Ahmet I died in 1617, a short time after the construction of his dear mosque was completed. He was buried in the Mausoleum which was completed in the time of his son Osman II. This mausoleum contains 35 other tombs of various sizes with among others, those of Ahmed I's wife Kösem Sultan, two of his sons Murad IV and Osman II. In front of the mausoleum is a 19C marble-faced clock tower and behind is the library. Until the 19th century the caravans of pilgrims to Mecca used to depart from the huge inner courtyard. In 1826, from the great pulpit of the mosque sultan Mahmut II proclaimed by an edict the abolition of the Janissary Corps.
Visit is not allowed during prayer time.
Map 2, E 3


On summer evenings, a sound and light show is presented in front of the Blue Mosque, on the side facing Haghia Sophia.
 
The Prince's Mosque (Şehzade Camii) was built between 1544 and 1548 by Sinan to commemorate the memory of one of Süleyman's sons, the crown prince Mehmet, who was victim of Roxelane, the jealous wife of the sultan. This mosque is Sinan's first truly important architectural commission which he regarded as the best work of his apprenticeship. Like many of his mosque constructions, the Şehzade Mosque has a square base upon which rests a large central dome flanked by four half domes and numerous smaller, subsidiary domes. The mosque was very nicely redecorated in the 18th century.

Map 2, E 1


 
Fatih Sultan Mehmet Mosque (Fatih Sultan Mehmet Camii) was the second mosque to be built after the conquest of the city, the first one beeing Eyüp Mosque. An imperial mosque was commissioned by Sultan Mehmet the Conqueror to commemorate his conquest of Constantinople in 1453. It was built between 1463 and 1471 by Atik Sinan (Sinan the Elder), over the ruins of the Church of the Saint Apostles*. As Mehmet II wished to make his new capital a center of learning, an extensive complex of buildings, the "külliye", was built. It comprised a Koranic school (mekteb), a library and sixteen medreses arranged in two rows of four to the northeast and southwest of the mosque area, which were the first Ottoman educational institutions in Istanbul. Education was no longer based on religious studies only, but now included the rational sciences such as mathematics, astronomy and philosophy. In addition to its educational and religious functions, the külliye also combined economic and social functions with a hospital (darüşşifa), a hospice, a soup kitchen (imaret), a caravanserai and a hammam.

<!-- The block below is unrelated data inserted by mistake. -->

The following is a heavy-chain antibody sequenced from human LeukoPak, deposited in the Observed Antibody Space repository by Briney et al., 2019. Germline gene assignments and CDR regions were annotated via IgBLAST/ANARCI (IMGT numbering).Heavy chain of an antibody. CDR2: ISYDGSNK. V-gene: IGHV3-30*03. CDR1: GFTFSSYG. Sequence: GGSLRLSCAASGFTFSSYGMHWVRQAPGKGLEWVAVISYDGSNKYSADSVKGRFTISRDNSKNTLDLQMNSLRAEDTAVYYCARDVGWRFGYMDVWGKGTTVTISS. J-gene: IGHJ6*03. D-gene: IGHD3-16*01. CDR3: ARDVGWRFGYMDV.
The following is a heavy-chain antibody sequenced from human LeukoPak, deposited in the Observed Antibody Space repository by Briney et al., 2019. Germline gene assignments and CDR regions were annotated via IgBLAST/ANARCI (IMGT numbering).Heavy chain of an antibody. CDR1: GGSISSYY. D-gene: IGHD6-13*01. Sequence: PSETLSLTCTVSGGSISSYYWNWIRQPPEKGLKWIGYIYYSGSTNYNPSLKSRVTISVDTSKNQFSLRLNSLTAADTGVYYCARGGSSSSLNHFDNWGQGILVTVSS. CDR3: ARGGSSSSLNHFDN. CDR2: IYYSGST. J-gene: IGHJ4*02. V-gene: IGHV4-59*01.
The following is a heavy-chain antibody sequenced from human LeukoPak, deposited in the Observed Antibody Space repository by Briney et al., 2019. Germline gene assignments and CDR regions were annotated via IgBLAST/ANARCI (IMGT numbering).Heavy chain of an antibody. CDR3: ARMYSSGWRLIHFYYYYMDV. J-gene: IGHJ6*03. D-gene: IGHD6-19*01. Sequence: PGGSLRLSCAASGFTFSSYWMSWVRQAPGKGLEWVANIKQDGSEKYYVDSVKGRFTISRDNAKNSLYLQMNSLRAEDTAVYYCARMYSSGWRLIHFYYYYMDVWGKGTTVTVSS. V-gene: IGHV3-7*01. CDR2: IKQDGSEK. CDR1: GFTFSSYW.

The complex was restored by Bayezit II following an earthquake in 1509 but it was severely damaged in the 1766 earthquake. Except for the mirhab, the inner courtyard which was preserved with its main portal, its ancient columns supporting the porticoes and its mosaic of tiles ornamenting the tympanum of the windows on the facade of the main portico, the mosque was demolished at Mustafa III's behest and the new construction was completed in 1771. Although the new mosque bears the specificity of the classical mosques of the sixteenth century with its tall central dome held by semi-domes on all four sides, according to the accounts and sketches of travelers and chroniclers, the edifice lost much of its originality and architectural elegance. The decorative painting of the interior reflects the baroque influence on 18th century Ottoman architecture.
In the graveyard on the eastern side of the mosque, the türbe (mausoleum) of Sultan Mehmet the Conqueror was rebuilt on its stone base. It is a decagonal structure crowned with an imposing dome. Another türbe is that of Mehmet II's spouse, Sultan Gülbahar. According to different sources, it is said that Gülbahar was a French princess sent to be married to Byzantine Emperor Constantine XI Dragases. When Constantinople fell, she was taken to the Sultan's harem. She gave birth to the future Bayezit II. A third türbe was erected for Sultan Nakşidil, the mother of Mahmut II. Her birth name was Aimée du Buc de Rivery and she was the cousin of the French Empress Josephine. She was eighteen when, returning from France to Martinique, she was kidnapped by pirates from Algiers and presented as a gift to Abdülhamit I in 1788.